First Home Buyer Legislation Amendment Bill 2023

First Home Buyer Legislation Amendment Bill 2023

(Debate Resumed from 23 May, 30 May 2023, Legislative Assembly, NSW Parliament)

I make a brief contribution to the debate on the First Home Buyer Legislation Amendment Bill 2023, which will replace the recently started First Home Buyer Choice scheme with greater access to stamp duty exemptions and concessions by lifting existing thresholds. Home ownership in Australia is declining, particularly by young people. Housing prices have ballooned and are now out of reach for those on low or moderate incomes. We know that owning your own home provides stability and security, particularly when life circumstances change, with wider community benefits. That is why I will not oppose the bill and why I did not oppose the previous Government's scheme. I support changes to increase resident requirements from six months to 12 months, which will help ensure that subsidies target genuine first home buyers. The existing requirement—for owners to live in their new home for only six months—makes it attractive to anyone buying with the intention of flipping the property as an investment.

I accept the Government's argument that the vast majority of first home buyers—84 per cent—purchase a property for under $1 million and will be better off under the bill. Those first home buyers will pay either no or low stamp duty, while not incurring an annual land tax. I accept the Government's concern that half of the cost of the current scheme has gone to those purchasing a home for between $1 million and $1.5 million, when those purchasing such a home make up only 13 percent of first home buyers. Some think that both schemes should be in place, but I cannot justify supporting an estimated further $700 million being diverted to first home buyers, away from homelessness. Subsidies must focus on those most in need.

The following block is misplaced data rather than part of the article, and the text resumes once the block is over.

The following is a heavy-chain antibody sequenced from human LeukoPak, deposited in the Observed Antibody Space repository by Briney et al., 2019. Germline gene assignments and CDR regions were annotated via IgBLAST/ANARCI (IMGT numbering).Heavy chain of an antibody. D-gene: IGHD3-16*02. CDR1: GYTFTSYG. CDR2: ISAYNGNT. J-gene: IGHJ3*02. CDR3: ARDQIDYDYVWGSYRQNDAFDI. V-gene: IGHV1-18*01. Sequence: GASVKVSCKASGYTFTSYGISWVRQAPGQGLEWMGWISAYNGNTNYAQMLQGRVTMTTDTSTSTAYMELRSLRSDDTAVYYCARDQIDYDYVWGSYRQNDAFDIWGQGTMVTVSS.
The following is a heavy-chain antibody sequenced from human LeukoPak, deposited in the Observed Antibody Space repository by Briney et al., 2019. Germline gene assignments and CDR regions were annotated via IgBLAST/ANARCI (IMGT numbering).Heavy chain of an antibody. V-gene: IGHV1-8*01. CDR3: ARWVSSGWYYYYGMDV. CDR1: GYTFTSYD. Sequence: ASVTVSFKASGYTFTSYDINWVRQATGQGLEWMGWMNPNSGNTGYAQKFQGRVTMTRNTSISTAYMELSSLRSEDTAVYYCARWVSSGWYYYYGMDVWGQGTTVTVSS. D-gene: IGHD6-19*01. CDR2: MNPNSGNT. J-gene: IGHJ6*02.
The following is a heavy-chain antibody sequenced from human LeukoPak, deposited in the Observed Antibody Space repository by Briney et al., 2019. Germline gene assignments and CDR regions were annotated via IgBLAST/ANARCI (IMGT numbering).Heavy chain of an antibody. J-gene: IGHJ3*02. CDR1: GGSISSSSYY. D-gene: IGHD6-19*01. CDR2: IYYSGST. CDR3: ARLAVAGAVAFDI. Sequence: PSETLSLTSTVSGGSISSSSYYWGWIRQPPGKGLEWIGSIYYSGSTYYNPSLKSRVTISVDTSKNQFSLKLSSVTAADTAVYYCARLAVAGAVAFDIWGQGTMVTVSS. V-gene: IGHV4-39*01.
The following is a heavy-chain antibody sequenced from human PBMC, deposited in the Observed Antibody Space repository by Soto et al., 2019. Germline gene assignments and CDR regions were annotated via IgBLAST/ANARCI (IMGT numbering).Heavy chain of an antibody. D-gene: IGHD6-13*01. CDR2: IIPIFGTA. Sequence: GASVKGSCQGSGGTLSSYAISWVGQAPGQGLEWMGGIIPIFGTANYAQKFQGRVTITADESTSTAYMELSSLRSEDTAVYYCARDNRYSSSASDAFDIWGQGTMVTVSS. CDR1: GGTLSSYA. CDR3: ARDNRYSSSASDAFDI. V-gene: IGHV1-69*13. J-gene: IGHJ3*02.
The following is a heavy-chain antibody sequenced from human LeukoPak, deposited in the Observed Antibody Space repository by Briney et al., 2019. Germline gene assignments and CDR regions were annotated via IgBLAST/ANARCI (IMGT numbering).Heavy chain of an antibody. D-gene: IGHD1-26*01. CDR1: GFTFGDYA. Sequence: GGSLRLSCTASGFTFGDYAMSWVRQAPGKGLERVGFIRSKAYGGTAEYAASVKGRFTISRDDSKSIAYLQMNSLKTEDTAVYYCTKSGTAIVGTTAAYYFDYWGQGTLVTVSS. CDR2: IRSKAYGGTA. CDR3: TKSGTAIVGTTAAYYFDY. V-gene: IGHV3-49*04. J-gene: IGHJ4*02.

Those looking for their first home for between $1 million and $1.5 million may be concerned about now having to pay stamp duty, but the evidence suggests that first home buyer subsidies do little for housing affordability and can even inflate prices. Indeed, a September 2022 Productivity Commission review found that nearly $3 billion given to first home buyers in subsidies worked against improving affordability, concluding that this money would have been better spent on preventing homelessness. The reality is that most people accessing first home buyer subsidies would be able to buy a home eventually anyway, while those experiencing housing stress or who are at risk of homelessness will never have the option to buy a home and take advantage of these reforms. We must shift the focus on housing affordability to strengthening safety nets for those who will never be able to afford a home, including by increasing access to social and affordable housing and by making the private rental market fair and affordable.

Right now, low-income earners, those who are frail, those who have complex needs in physical health, mental health, or drugs and alcohol, and women escaping domestic and family violence are being left behind. Their future is dire in what can only be described as one of the tightest rental markets in the State's history. If we do not act, homelessness rates will become out of control. Funding needs to be directed towards the shortfall of around 50,000 social housing homes. We need to build 5,000 new social housing properties every year just to deal with the current social housing waiting list. We need to improve the quality of public housing, provide more accessibility options and support older people who are being squeezed out of the private rental market. We need to work in partnership with the community and cooperative housing sectors, while expanding the shared equity program. Much needs to be done, and I look forward to working with all sides of the House to improve housing affordability for those most in need.

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